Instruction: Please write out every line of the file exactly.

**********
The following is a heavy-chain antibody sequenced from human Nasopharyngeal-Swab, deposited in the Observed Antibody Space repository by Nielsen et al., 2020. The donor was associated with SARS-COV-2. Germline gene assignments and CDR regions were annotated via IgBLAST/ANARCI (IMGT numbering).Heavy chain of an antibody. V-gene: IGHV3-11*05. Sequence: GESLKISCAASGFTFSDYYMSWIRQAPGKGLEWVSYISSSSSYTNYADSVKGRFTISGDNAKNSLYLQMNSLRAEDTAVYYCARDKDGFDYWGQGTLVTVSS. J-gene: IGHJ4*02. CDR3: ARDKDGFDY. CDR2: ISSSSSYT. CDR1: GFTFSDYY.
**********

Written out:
The following is a heavy-chain antibody sequenced from human Nasopharyngeal-Swab, deposited in the Observed Antibody Space repository by Nielsen et al., 2020. The donor was associated with SARS-COV-2. Germline gene assignments and CDR regions were annotated via IgBLAST/ANARCI (IMGT numbering).Heavy chain of an antibody. V-gene: IGHV3-11*05. Sequence: GESLKISCAASGFTFSDYYMSWIRQAPGKGLEWVSYISSSSSYTNYADSVKGRFTISGDNAKNSLYLQMNSLRAEDTAVYYCARDKDGFDYWGQGTLVTVSS. J-gene: IGHJ4*02. CDR3: ARDKDGFDY. CDR2: ISSSSSYT. CDR1: GFTFSDYY.